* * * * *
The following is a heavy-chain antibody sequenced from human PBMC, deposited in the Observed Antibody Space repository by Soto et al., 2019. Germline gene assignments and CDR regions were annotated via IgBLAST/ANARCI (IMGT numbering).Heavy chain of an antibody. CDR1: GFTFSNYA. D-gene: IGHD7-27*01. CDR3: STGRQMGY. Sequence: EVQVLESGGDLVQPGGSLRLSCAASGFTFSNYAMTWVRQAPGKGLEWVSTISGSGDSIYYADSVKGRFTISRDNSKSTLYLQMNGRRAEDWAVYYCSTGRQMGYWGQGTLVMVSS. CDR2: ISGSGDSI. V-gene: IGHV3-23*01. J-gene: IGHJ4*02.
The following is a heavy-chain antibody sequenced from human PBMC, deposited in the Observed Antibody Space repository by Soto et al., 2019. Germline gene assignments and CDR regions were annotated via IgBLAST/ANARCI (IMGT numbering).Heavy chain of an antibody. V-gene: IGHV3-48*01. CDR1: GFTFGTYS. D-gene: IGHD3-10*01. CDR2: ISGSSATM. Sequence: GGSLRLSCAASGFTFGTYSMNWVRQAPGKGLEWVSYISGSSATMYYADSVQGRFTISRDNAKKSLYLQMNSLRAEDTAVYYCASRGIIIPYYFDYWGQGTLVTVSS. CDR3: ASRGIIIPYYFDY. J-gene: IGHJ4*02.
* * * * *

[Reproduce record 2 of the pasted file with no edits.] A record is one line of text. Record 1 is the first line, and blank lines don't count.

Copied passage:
The following is a heavy-chain antibody sequenced from human PBMC, deposited in the Observed Antibody Space repository by Soto et al., 2019. Germline gene assignments and CDR regions were annotated via IgBLAST/ANARCI (IMGT numbering).Heavy chain of an antibody. V-gene: IGHV3-48*01. CDR1: GFTFGTYS. D-gene: IGHD3-10*01. CDR2: ISGSSATM. Sequence: GGSLRLSCAASGFTFGTYSMNWVRQAPGKGLEWVSYISGSSATMYYADSVQGRFTISRDNAKKSLYLQMNSLRAEDTAVYYCASRGIIIPYYFDYWGQGTLVTVSS. CDR3: ASRGIIIPYYFDY. J-gene: IGHJ4*02.